About The Whale Trail

The Whale Trail (www.thewhaletrail.org) is a series of sites around the region where the public may view orcas and other marine mammals from shore. Our mission is to inspire appreciation and stewardship of whales and our marine environment. Our overarching goal is to ensure the southern resident orcas don’t go extinct.

Through our current sites and signs, including two on every Washington State ferry, we reach more than 30 million people each year. The Whale Trail is currently adding new sites along the west coast, from BC to California, throughout the southern resident orcas’ range.

The Whale Trail is led by a core team of partners including NOAA Fisheries, Washington Department of Fish and Wildlife, the Seattle Aquarium, the Olympic Coast National Marine Sanctuary, and the Whale Museum. Donna Sandstrom is the Founder and Executive Director. The Whale Trail is a 501(c)3 nonprofit organization, registered in Washington State. Join us!

Seattle Land Use Committee

Are you terrified, concerned, or at least interested in the development happening around West Seattle and Seattle in general? If so, check out Ethan Phelps-Goodmans new “Seattle In Progress” website and app. Its a cool way to see a birds eye view of development in the area. If you are interested beyond passively observing the buildings go up around you, the West Seattle Land Use Committee is having their monthly meeting on February 25th.

Agenda Items Include:

Here’s the announcement:

WSLUC February Meeting:
 
West Seattle Public Library (Admiral) Lower Meeting Room
Wednesday February 25th, 2015
6PM –  8PM
contact:Tod Rodman 
 Here’s some links to interesting drive-by video footage of the latest knockdowns in West Seattle:

City Technology Matching Fund Grants Open Now, Two Workshops Feb. 10, 12

TechMatchFundAwardeeThe City of Seattle is inviting community organizations and nonprofits to apply for nearly $500,000 in funding to increase digital equity. The Technology Matching Fund awards are matched by the community’s contribution of volunteer labor, materials, professional services or funding.

“As a city, Seattle is known for technology and innovation, yet too many residents do not have sufficient internet access or the skills necessary to participate fully in today’s economy,” said Mayor Ed Murray. “This funding leverages the resources of the community by matching time and funding.”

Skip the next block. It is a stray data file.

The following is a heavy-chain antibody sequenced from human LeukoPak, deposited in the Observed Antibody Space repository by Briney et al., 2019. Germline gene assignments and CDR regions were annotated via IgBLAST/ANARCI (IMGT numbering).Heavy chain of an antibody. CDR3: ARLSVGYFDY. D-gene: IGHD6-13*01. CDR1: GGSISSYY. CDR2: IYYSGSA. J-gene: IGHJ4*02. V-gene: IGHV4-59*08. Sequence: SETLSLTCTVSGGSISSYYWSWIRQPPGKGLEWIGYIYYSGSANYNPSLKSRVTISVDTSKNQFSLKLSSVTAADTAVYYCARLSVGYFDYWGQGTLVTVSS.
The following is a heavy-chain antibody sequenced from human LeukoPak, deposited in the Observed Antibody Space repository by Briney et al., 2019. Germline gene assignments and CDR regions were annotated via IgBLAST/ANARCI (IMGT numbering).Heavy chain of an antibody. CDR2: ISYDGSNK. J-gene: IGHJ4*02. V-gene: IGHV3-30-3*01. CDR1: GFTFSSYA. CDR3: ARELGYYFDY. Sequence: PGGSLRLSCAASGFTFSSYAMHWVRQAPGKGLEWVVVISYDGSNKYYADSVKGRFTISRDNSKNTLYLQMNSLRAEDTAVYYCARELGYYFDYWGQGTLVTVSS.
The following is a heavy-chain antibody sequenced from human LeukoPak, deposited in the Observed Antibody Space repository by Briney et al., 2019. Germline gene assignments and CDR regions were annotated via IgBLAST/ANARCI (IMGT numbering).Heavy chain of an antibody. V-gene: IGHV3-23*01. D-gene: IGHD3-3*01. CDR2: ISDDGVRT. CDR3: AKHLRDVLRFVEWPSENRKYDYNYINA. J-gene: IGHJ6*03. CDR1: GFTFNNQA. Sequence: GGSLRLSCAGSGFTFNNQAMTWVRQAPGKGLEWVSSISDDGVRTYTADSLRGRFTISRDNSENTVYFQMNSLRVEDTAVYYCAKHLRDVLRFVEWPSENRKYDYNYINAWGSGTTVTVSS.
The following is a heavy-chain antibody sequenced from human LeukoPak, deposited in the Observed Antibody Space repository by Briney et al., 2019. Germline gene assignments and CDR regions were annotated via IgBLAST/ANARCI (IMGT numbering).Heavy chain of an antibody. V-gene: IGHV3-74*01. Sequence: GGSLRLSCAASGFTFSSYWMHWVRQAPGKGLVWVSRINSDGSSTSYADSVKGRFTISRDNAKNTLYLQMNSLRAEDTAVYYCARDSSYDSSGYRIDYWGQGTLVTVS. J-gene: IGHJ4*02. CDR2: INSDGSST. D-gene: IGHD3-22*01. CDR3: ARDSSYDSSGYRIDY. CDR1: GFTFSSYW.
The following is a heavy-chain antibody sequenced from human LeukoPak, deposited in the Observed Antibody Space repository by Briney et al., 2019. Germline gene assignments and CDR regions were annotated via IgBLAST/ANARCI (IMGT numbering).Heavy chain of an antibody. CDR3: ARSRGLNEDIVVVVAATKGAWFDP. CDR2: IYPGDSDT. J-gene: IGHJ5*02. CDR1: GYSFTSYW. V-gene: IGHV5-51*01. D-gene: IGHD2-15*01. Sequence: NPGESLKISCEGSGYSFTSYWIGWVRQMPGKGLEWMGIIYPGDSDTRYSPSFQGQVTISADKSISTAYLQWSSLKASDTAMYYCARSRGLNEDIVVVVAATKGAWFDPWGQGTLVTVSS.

The Technology Matching Fund has been in existence since 1997 and this year Seattle has $470,000 available for matching awards of up to $30,000 each to community groups and nonprofits. The deadline to apply is March 19, 2015.

The funding will be awarded in July to organizations who will improve digital equity by connecting traditionally-underserved populations, empower residents with digital literacy skills, and encourage diverse communities to use technology for civic participation.

Application materials and more information are available at www.seattle.gov/tech/tmf/.

Two workshops will be held for those interested in applying for the matching funds. The free workshops will provide an overview of the grant program, explain how to apply and detail characteristics of a successful application. First time applicants are encouraged to attend.

Tuesday, Feb. 10: 10 a.m. – 11:30 a.m.
2100 Building, 2100 24th Ave South, 98144

Thursday, Feb. 12: 6 p.m. – 7:30 p.m.
Solid Ground, 1501 N. 45th St, 98103

Interpretation and accommodations are available upon request by calling 206-233-7877 or emailing communitytechnology@seattle.gov by February 6.

Meaningful Movies Saturday Feb.7th

Meaningful Movies follow up.

A very informative series of shorts about urban food in 3 cities across America. The connection between food and social justice became very clear. There were also informative displays about Seattle Tilth, Community Orchard of West Seattle (COWS), and Puget Ridge Edible Park (PREP)
Next month the movie is a very in depth documentary about money in politics.
mmprep mmcowsmmfoodmmpeople

 

 

 

 

Saturday, February 7
West Seattle Meaningful Movies presents
Urban Gardeners & Social Justice Heroes

We will screen a number of short videos that highlight the work of innovative urban farming leaders who grow food in cities AND help make their communities greener, healthier, more socially just, and happier.

6:30 Doors open for snacks and social time.
7:00 Movies start. Followed by community announcements and a facilitated conversation.

Meet local urban gardeners and hear about their efforts in West Seattle and other neighborhoods.
Learn how you can participate or get support to grow your own garden.

At High Point Neighborhood House
6400 Sylvan Way SW, Seattle 98126
Bus numbers 21 and 128

NO CHARGE, but donations gratefully received.
Help us minimize waste—bring your own mug.

The videos will feature the work of these heroes and others:
Will Allen with Growing Power in Milwaukee, Wisconsin

Majora Carter, urban revitalization strategist

Stephen Ritz with Green Bronx Machine, which works with high school students

Ron Finley in Los Angeles